Jobs on Farms

There was a time in Nigeria that every young graduate wanted to work with an oil and gas firm. Not because of the work to be done but because of the money to be made. Few got the opportunity to walk that path while most did not even get close to it. Then the trend moved to the banking industry and this has long changed since the consolidation a few years ago. And now I ask myself what exists out there for our teeming youths to do. To put things in perspective, Nigerian will be the 3rd most populous nation in the world by 2050 with about 450million people. Africa will have experienced a 55% increase in population, only followed by Asia at 36%. To make this more interesting, more than 40% of that population in Nigeria will be entering the work force, which then raises the question on your mind as well as mine, “Where is the job?”

This brings me back to an essay I wrote in 2012 when I was applying to INSEAD on how to grow agriculture in Africa. It all boils down to being able to get our youths engaged in this industry. There is no other single industry that can absorb so many youths at a time and still not sufficiently meet the demands of the market in terms of finished goods. What remains a major question is how to encourage youths to engage in Agriculture?

My single proposal on this is what I call the creation of agricultural cohorts. Very simply put, the government should create a holistic program which starts with a short intensive training on Agribusiness (see I did not say Agriculture). People need to understand how to make money from Agriculture for them to put their heart and soul into it. Teams of 4-5 diverse skilled youths should be formed from these cohorts. It should include a technical person (depending on what crop/livestock they will be assigned to), a finance expert, a supply chain expert, a marketing expert and a general manager.

Each cohort should be allocated a large expanse (also depending on what crop/livestock) and most importantly be provided with financial support in the form of a loan which will have to be paid back after a grace period at a reasonable interest rate. In this way, they are unleashed, with supervision, to go create value on the farm while being continuously supported with training and mentoring. The crop/livestock selection will also be made on the basis of alignments with major off-takers who will be ready markets for these farm outputs. The cohorts will be responsible for building a business that will employ many, and more so, become sustainable and pay back the loans with interest to the government.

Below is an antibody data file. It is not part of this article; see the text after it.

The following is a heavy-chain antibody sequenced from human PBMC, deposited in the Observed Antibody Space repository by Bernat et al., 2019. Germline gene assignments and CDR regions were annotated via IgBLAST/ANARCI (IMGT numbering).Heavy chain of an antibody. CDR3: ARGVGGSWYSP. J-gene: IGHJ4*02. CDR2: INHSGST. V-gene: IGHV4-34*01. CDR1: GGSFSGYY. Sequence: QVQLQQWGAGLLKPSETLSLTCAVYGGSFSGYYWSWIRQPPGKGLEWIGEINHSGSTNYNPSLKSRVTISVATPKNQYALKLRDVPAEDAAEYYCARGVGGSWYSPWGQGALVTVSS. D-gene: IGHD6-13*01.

This will require a long-term approach from the government and a commitment to see it through the implementation.

2 thoughts on “Jobs on Farms

  1. Good day Sir

    I have no doubt that jobs will and can be created from agribusiness in Nigeria. However, such might not be feasible as there’s a lack of continuum of policies in Nigeria. E.g is the YOUWIN program., PRESSID. We need a committed team of evaluators or management consultants to draw up plans, however, Nigeria’s problem has never been making plans nor laws but implementing them.

    Moreover, taking a look at countries where their agric sector is developed by global standards. Using Brazil as a case study, its agricultural industry contributed 15-20% of labour force, 4.5% of total GDP; and this coming from one of the biggest agribusiness oriented nations on earth. Moving to the Netherlands, which is the second biggest exporter of agricultural products in value(this is where the jobs are created) after the US, labour force is 4.5-5% of total employment BUT contributes 21% to the Dutch economy. I used Brazil as the first example because of certain similarities(land mass, population, developmental status etc).
    What am I saying? Agribusiness will create jobs, but not the way or manner Nigerians keeping harping on it. Please don’t think I’m against agribusiness or the sector in general, it’s just that the government have made us believe that agriculture has ALL the answers to our problems(unemployment,economy, exportation etc).

    Additionally, MNCs like Syngenta have a lot to do concerning the perceived notion about GM foods in Nigeria nay Africa. Young individuals like I (I’m a Genetic and Biotechnology student in one of the tertiary institutions ) have done a lot to sensitise the populace about the benefits of GM foods/seeds but unfortunately ignorance has made the public to be antagonistic towards such innovative development(s).

    Thank you.


    1. I agree absolutely with what you have said. The truth remains that consistent and bold agricultural policies will be the differentiating factor in the sector. But at the same time, we have to take tiny ‘giant’ strides to bring this to fruition. A good example is the topic of GMs. While I am with you on this subject, I think we need to conquer some lower battles first before going for this. We have the issue of good seeds (properly multiplied and cleaned), agronomic practices, aggregation, large scale farming etc. GM seeds to farmers will be like giving a ferrari to someone who cannot drive – he will get no value from it and eventually crash it. We need to get people to become better drivers first before handing such to them. We do have a long way to go but we will get there…


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